Terry Pinkard (Georgetown): Is Recognition a Basis for Social or Political Thought? From Les Ateliers de l’ethique, Will Colish (McGill): Doing Justice to Recognition; and a special section on liberal neutrality, including Ian J. Carroll (Oxford): Neutrality and the Social Contract; Lendell Horne (Toronto): Liberal Neutrality: Constructivist, not Foundationalist; Alexa Zellentin (Oxford): Neutrality as a Twofold Concept; Mariano Garreta Leclercq (Buenos Aires): An Epistemic Argument in Support of Liberal Neutrality; Patrick Turmel (Laval): Are Cities Illiberal? Municipal Jurisdictions and the Scope of Liberal Neutrality; Oran Moked (Columbia): Perfectionism, Economic (Dis)Incentives, and Political Coercion; and Christopher Robert Lowry (CUHK): Beyond Equality of What: Sen and Neutrality. A review of Amartya Sen, ed. Christopher Morris. As Biko knew, powerlessness in actual lives is the hurdle justice must clear (and more and more on Sen). A review of Rawls's A Theory of Justice: An Introduction by Jon Mandle. Here are papers by T.M. Scanlon, Appiah, Minow and Singer, Waldron and others from a symposium on Ronald Dworkin's forthcoming book Justice for Hedgehogs. A review of Injustice: Why Social Inequality Persists by Daniel Dorling. The introduction to Justice: Rights and Wrongs by Nicholas Wolterstorff. A review of The Moral Foundations of Social Institutions by Seumas Miller. Garry Runciman on his book Great Books, Bad Arguments: Republic, Leviathan and The Communist Manifesto. An excerpt from Another Freedom: The Alternative History of an Idea by Svetlana Boym. The many faces of 21st century integration: Mark Kingwell on values, the state and the crooked timber of humanity. Peter Berkowitz reviews Freedom and Its Betrayal: Six Enemies of Human Liberty by Isaiah Berlin, ed. Henry Hardy.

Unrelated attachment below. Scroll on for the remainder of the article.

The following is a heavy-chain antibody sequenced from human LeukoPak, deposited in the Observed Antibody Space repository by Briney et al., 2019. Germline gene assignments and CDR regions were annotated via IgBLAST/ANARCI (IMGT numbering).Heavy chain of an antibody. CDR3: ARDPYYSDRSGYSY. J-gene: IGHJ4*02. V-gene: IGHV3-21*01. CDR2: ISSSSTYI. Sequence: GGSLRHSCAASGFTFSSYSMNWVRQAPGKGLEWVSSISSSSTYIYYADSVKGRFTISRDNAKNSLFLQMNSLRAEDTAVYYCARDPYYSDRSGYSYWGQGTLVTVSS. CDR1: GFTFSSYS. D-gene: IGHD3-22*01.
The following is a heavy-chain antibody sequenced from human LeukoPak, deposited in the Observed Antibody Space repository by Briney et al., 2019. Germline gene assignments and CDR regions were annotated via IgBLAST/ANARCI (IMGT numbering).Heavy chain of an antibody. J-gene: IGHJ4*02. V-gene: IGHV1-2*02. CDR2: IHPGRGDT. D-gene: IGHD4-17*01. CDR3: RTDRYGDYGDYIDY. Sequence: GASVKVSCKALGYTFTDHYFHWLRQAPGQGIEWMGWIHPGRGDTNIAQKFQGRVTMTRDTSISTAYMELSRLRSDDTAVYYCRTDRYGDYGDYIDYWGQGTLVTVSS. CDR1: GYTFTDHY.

Jonathan P. Bowen (LSBU): A Brief History of Early Museums Online. The special Orgy & Handwashing issue of the Annals of Improbable Research is now online; and Martin Gardiner on lycanthropy: a review of the research. Vice builds a big, sweaty hipster carnival, Creator's Project. Understanding Hipsters: Soren Bowie goes on an undercover operation. From The Public Eye, Rachel Tabachnick on the new Christian Zionism and the Jews: A love/hate relationship; and on exporting "traditional values": Gillian Kane on the World Congress of Families. Voluntary taxes, yes, really: The surprising potential of an unlikely plan. Ideology vs. education: An excerpt from Nonsense on Stilts: How to Tell Science from Bunk by Massimo Pigliucci (and more). Kyrgyzstan falls apart: Can democracy work in Central Asia? From Liberty, Michael Christian meets the rich and powerful, and discovers that not all of them are merely useful idiots; and "a libertarian and a comedian walk into a bar": Comedy is closer to an addiction than a career. Should the Association of Alternative Newsweeklies allow online-only publications to become members? How would you react if you saw someone being attacked in the street? Big World Cup matches are liable to be decided on penalties, but are they really the best tie-breaker? Patrick Barclay has a better idea. George Scialabba reviews The Uses of Pessimism and the Danger of False Hope by Roger Scruton. Phoebe Connelly reviews Elizabeth Cady Stanton: An American Life by Lori Ginzberg. Unsolicited advice for future subjects of magazine profiles: What Gen. McChrystal should have known about Rolling Stone's reporter going in. The politics of denialism: A review of The Politics of Genocide by Edward Herman and David Peterson. An article on the hidden danger of conspiracy theories.